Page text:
How are Nature and Mental Health Awareness Connected?

May 12, 2021

Mental Health Awareness Week took a different approach this year with the theme being “nature”. A random connection between the two concepts — but perhaps not as odd as we think. Let’s explore why nature is central to our mental wellbeing and how we can spend more time in it.

The importance of nature

During the pandemic, many of us were stuck at home. We weren’t allowed to go outside, socialise, or exercise in public places — it was a complete shock to the system. Our lives became all work and no play; the lines blurred between boundaries. The main problem being: it felt like we were zoo animals stuck behind bars.

Studies have shown that there was a 13.5% rise in mental health problems due to social isolation and lockdown effects. Whilst there are many reasons that contributed to the prevalence of mental health issues, the lack of time spent in/access to nature was a huge factor.

Nature is a broad theme that covers everything from socialisation, the environment and human biology. It all boils down to what is natural. Obviously, socialising with friends face-to-face is natural, sitting or teaching in a classroom is natural — sitting at home all day in front of a screen is not natural.

4 ways nature improves mental health

There are many simple ways that nature contributes to our general wellbeing, and it’s not difficult to come by. Nature is all around us. Most of the time we’re so mindless and stuck in our own thoughts that we lose touch with Mother Nature. Here are 4 simple ways you can connect with nature:

Going for a walk outside 

It probably comes as no shock to know that everyone is telling the truth about the benefits of walking outside. Not only is it essential for your physical wellbeing, but connecting with the natural world also supports your mental wellbeing. 

The actual act of walking (or any physical activity for that matter) releases endorphins, a feel-good chemical that acts as a pain-reliever and boosts levels of happiness. Many studies have found that exercise improves mood, especially in relation to depression and anxiety. 

Another benefit of the great outdoors is the sun, which releases Vitamin D. Lack of Vitamin D is also associated with high rates of depression and Seasonal Affective Disorder (SAD). Obviously during COVID and the dark winter months, we were not getting enough sunlight. So going outside is crucial for your wellbeing. Seems your parents were right — surprise, surprise! 

Expressing gratitude 

When you’re surrounded by beautiful scenery, you’ll notice yourself feeling grateful. Positive Psychologists have found that giving thanks and expressing gratitude daily is a proven exercise that improves mental wellbeing, particularly for depression.

Truthfully we are incredibly lucky to be around nature and be allowed to explore the outside world. There are so many natural wonders that we take for granted, which are vital for our mental wellbeing. 

Being around the colour green 

Here’s a fun fact for you: the colour green is known to have anti-anxiety properties and also calms you down. Statistics show that 45% of people reported that being in green spaces was essential to their mental health and wellness.

Have you noticed that medical symbols and hospital walls are usually painted green?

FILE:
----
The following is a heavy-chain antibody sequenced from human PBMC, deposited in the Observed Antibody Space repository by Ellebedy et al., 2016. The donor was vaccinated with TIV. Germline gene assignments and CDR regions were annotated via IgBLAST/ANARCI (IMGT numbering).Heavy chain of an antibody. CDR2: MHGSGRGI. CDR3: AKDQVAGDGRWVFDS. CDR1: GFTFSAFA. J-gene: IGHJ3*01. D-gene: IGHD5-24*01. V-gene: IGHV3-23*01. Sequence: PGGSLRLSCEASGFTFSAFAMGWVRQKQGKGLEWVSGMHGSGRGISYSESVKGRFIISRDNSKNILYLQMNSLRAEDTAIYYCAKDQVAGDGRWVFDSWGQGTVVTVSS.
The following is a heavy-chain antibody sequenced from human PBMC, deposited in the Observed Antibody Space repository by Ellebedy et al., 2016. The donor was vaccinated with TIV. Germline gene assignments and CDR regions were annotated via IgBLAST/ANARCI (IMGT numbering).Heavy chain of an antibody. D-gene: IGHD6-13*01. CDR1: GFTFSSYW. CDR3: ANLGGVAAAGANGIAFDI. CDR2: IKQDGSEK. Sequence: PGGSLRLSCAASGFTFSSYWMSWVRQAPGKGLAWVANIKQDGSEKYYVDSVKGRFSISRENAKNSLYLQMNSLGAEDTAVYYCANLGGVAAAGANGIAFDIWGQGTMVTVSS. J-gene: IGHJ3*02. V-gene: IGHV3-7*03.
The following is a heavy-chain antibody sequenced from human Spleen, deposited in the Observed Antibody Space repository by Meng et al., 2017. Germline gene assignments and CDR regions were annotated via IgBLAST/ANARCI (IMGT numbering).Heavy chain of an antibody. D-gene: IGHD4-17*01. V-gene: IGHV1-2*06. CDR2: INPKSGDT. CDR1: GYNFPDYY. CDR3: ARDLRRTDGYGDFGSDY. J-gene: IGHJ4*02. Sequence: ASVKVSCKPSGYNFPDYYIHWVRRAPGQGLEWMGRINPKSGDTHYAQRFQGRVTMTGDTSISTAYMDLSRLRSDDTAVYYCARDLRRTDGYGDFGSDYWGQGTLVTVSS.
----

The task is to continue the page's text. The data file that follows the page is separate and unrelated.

Colour psychology suggests that the colour green relaxes the eyes as well as the body. Studies have shown that green also reduces stress around and calms down muscles, promoting a more rapid healing process.

Biologically this makes sense, consider the green grass, green trees and vegetation. There is a clear biological connection between the colour green and what it symbolises, like safety, peace and the environment. We are biologically wired to trust this colour, hence why it makes us feel good!

mountain scenery with houses and fields

Cute animals and pets

Several studies show that the connection between pets and mental health is very positive. According to the statistics, 74% of people found that their mental wellbeing improved as a direct result of having a pet. 

Biologically, pets and animals release oxytocin — another feel-good chemical — also known to counteract the effects of stress. Even if you’re not lucky enough to own a pet, you can offer to walk someone’s dog or even watch cute animal videos on YouTube.

Simple things you can do

We challenge you to reconnect with nature. Find new ways to explore what works for you and how you can implement it into your daily life. For example, go stretch your legs outside during your lunch break or visit your local park and bask in the greenery. 

When you’re outside, take the time to really listen to the sounds of nature: birds tweeting, the hum of chatter, the breeze in the trees. This level of mindfulness will help you stay grounded, therefore supporting your wellbeing.

Whilst screen-time is inevitable, try and find other ways to wind down in the evenings. We’re all partial to binge-watching a TV series, but it’s more beneficial to call a friend or listen to a podcast while you take a stroll in nature. With summer coming, opt for reading or listening to music in the garden. 

To sum up...

The fact is, it’s not just being around nature but how you open yourself up to it. Combining the experience and engagement is what will really connect you with nature. This is the goal for Mental Health Awareness Week, which should also be number one on your agenda! 

Featured photo by Sam Lion from Pexels

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Naida Allen

Naida is a witty wordsmith with a love for writing and reading. She is a Content Writer and Social Media Executive at Tutor House — the top UK provider of online and in-person tuition. She specialises in topics relating to mental & physical wellbeing and career advice.

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